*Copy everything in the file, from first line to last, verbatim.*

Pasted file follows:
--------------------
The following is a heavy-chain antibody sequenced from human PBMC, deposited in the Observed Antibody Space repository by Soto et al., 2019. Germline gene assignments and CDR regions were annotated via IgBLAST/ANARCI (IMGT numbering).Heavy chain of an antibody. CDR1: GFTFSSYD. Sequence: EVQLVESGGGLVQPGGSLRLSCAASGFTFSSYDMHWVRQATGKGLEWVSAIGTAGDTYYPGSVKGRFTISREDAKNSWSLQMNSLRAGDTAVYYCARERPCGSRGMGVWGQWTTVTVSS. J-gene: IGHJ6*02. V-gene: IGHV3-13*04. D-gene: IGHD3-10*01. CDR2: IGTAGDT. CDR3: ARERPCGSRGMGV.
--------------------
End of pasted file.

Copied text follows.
The following is a heavy-chain antibody sequenced from human PBMC, deposited in the Observed Antibody Space repository by Soto et al., 2019. Germline gene assignments and CDR regions were annotated via IgBLAST/ANARCI (IMGT numbering).Heavy chain of an antibody. CDR1: GFTFSSYD. Sequence: EVQLVESGGGLVQPGGSLRLSCAASGFTFSSYDMHWVRQATGKGLEWVSAIGTAGDTYYPGSVKGRFTISREDAKNSWSLQMNSLRAGDTAVYYCARERPCGSRGMGVWGQWTTVTVSS. J-gene: IGHJ6*02. V-gene: IGHV3-13*04. D-gene: IGHD3-10*01. CDR2: IGTAGDT. CDR3: ARERPCGSRGMGV.